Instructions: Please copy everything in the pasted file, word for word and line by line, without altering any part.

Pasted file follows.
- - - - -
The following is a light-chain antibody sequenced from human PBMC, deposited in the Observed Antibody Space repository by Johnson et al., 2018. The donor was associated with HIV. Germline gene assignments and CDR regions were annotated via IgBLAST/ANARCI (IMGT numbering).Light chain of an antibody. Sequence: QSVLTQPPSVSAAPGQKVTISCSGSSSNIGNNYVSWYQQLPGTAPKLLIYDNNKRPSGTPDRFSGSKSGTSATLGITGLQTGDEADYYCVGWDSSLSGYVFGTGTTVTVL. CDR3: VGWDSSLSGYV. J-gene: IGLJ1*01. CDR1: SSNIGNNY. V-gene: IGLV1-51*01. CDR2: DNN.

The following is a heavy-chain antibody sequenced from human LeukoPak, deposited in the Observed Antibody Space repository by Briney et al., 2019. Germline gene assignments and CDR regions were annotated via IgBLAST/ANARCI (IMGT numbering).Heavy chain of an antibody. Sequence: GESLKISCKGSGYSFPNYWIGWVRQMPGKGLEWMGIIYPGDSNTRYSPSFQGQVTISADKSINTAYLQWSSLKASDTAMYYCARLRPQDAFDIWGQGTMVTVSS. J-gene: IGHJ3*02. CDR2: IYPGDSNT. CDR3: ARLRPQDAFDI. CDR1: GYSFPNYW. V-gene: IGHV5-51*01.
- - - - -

The following is a light-chain antibody sequenced from human PBMC, deposited in the Observed Antibody Space repository by Johnson et al., 2018. The donor was associated with HIV. Germline gene assignments and CDR regions were annotated via IgBLAST/ANARCI (IMGT numbering).Light chain of an antibody. Sequence: QSVLTQPPSVSAAPGQKVTISCSGSSSNIGNNYVSWYQQLPGTAPKLLIYDNNKRPSGTPDRFSGSKSGTSATLGITGLQTGDEADYYCVGWDSSLSGYVFGTGTTVTVL. CDR3: VGWDSSLSGYV. J-gene: IGLJ1*01. CDR1: SSNIGNNY. V-gene: IGLV1-51*01. CDR2: DNN.

The following is a heavy-chain antibody sequenced from human LeukoPak, deposited in the Observed Antibody Space repository by Briney et al., 2019. Germline gene assignments and CDR regions were annotated via IgBLAST/ANARCI (IMGT numbering).Heavy chain of an antibody. Sequence: GESLKISCKGSGYSFPNYWIGWVRQMPGKGLEWMGIIYPGDSNTRYSPSFQGQVTISADKSINTAYLQWSSLKASDTAMYYCARLRPQDAFDIWGQGTMVTVSS. J-gene: IGHJ3*02. CDR2: IYPGDSNT. CDR3: ARLRPQDAFDI. CDR1: GYSFPNYW. V-gene: IGHV5-51*01.